Several Issues Facing Trustees in Washington
By Holly Chisa, HPC Advocacy, UTA Washington State Lobbyist
There are several different issues facing trustees in Washington, even as new laws affecting the foreclosure process kick in the first week of June.
First, HB 2614 changed the foreclosure process beginning on June 7. This legislation made changes to the timeline, and also allows homeowners to request mediation up to twenty days after the NOTS has been sent. Read a copy of the full legislation.
Even with the passage of this legislation – the third change to our state’s foreclosure laws in three years – meetings continue on other issues around the foreclosure process, and to the trustees’ role specifically. Lawmakers are now meeting with members of the United Trustees Association, financial institutions, and homeowner attorneys to talk about whether further regulations are needed. This includes whether the original note needs to be present at the foreclosure, and whether there are “strangers to the title” foreclosing on homes, instead of the true note holder. A few lawmakers also believe that trustees should be specifically licensed as an industry. They argue that no one is watching the industry, and no one reviews their practices.
This ignores all the regulators that ARE watching the trustees, from the federal and state financial regulators to auditors that are routinely observing your practices. Additionally, there is simply no money for an entirely new regulatory program. UTA is talking with lawmakers throughout the summer to educate them on the industry, and the regulations already in place to ensure laws are followed. It is likely, however, we will still see legislation this January attempting to regulate trustees, or require that they take directions from interested parties instead of remaining autonomous in their decisions.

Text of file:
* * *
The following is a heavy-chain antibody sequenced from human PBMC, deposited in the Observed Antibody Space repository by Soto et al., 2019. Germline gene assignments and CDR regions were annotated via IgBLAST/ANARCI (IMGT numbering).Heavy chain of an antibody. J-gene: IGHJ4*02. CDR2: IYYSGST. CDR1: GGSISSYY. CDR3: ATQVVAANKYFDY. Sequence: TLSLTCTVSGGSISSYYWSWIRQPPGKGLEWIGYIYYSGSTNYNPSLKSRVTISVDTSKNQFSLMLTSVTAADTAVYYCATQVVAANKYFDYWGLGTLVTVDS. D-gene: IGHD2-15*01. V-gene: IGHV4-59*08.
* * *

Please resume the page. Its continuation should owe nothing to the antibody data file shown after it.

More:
In lieu of licensing, we have asked that the staff of the Attorney General be brought in to one of the meetings. There have been extensive investigations of trustees by the AG’s office over the past few years, and a few trustee companies have been removed from practice in Washington. I’d like to know more about the tools they already have in place to regulate the industry, and if there were ANY questionable dealings they found that COULD NOT be addressed through current law. This will give us a much clearer picture of how heavily the industry is already regulated, and show that licensing is unnecessary.
The Washington State Supreme Court has ruled on Bain vs. Mortgage Electronics Registration Systems. The Court ruled that MERS cannot be considered the holder of the note to begin the foreclosure process. They ordered that, under the deed of trust act, the beneficiary must hold the promissory note. Read a copy of the ruling. This ruling will require the Legislature to reopen portions of the deed of trust act to clearly define who is considered the holder of the note, and who has the right to foreclose. We are working to get legal guidance on what trustees are to do with those houses currently in the pipeline that have MERS involved in the process.
Expect more communications from the UTA throughout the fall as we work through these issues. If you are interested in talking with lawmakers about these issues, please contact me. We are always happy to connect you directly with your elected officials to explain more about the role of the industry in the foreclosure process, and the work that your individual businesses do in your communities.